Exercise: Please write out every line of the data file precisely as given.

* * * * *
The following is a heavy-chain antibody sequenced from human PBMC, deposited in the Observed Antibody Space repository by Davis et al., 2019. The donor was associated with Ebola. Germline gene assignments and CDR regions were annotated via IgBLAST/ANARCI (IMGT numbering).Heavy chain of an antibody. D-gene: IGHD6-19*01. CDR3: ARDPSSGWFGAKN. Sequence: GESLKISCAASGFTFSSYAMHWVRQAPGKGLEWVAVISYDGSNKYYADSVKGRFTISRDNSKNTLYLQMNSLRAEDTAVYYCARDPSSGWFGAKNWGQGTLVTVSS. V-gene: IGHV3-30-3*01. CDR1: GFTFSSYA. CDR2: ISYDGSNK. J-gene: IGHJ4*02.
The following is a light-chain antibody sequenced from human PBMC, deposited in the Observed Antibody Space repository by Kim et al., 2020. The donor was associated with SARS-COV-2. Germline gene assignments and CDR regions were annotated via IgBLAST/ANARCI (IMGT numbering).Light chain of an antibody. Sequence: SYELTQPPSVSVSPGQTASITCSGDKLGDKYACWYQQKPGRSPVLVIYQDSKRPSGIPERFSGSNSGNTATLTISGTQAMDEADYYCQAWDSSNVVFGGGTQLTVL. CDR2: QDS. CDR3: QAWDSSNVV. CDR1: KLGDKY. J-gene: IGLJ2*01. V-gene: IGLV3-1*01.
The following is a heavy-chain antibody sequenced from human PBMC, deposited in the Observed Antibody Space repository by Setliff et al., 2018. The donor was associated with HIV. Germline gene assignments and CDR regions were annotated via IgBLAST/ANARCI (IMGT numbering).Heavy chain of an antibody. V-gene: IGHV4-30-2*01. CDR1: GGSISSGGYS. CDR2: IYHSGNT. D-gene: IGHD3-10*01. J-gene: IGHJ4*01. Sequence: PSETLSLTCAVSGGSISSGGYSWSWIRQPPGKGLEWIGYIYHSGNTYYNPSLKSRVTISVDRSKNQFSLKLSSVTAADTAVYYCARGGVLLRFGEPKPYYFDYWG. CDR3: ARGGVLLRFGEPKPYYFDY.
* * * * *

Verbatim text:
The following is a heavy-chain antibody sequenced from human PBMC, deposited in the Observed Antibody Space repository by Davis et al., 2019. The donor was associated with Ebola. Germline gene assignments and CDR regions were annotated via IgBLAST/ANARCI (IMGT numbering).Heavy chain of an antibody. D-gene: IGHD6-19*01. CDR3: ARDPSSGWFGAKN. Sequence: GESLKISCAASGFTFSSYAMHWVRQAPGKGLEWVAVISYDGSNKYYADSVKGRFTISRDNSKNTLYLQMNSLRAEDTAVYYCARDPSSGWFGAKNWGQGTLVTVSS. V-gene: IGHV3-30-3*01. CDR1: GFTFSSYA. CDR2: ISYDGSNK. J-gene: IGHJ4*02.
The following is a light-chain antibody sequenced from human PBMC, deposited in the Observed Antibody Space repository by Kim et al., 2020. The donor was associated with SARS-COV-2. Germline gene assignments and CDR regions were annotated via IgBLAST/ANARCI (IMGT numbering).Light chain of an antibody. Sequence: SYELTQPPSVSVSPGQTASITCSGDKLGDKYACWYQQKPGRSPVLVIYQDSKRPSGIPERFSGSNSGNTATLTISGTQAMDEADYYCQAWDSSNVVFGGGTQLTVL. CDR2: QDS. CDR3: QAWDSSNVV. CDR1: KLGDKY. J-gene: IGLJ2*01. V-gene: IGLV3-1*01.
The following is a heavy-chain antibody sequenced from human PBMC, deposited in the Observed Antibody Space repository by Setliff et al., 2018. The donor was associated with HIV. Germline gene assignments and CDR regions were annotated via IgBLAST/ANARCI (IMGT numbering).Heavy chain of an antibody. V-gene: IGHV4-30-2*01. CDR1: GGSISSGGYS. CDR2: IYHSGNT. D-gene: IGHD3-10*01. J-gene: IGHJ4*01. Sequence: PSETLSLTCAVSGGSISSGGYSWSWIRQPPGKGLEWIGYIYHSGNTYYNPSLKSRVTISVDRSKNQFSLKLSSVTAADTAVYYCARGGVLLRFGEPKPYYFDYWG. CDR3: ARGGVLLRFGEPKPYYFDY.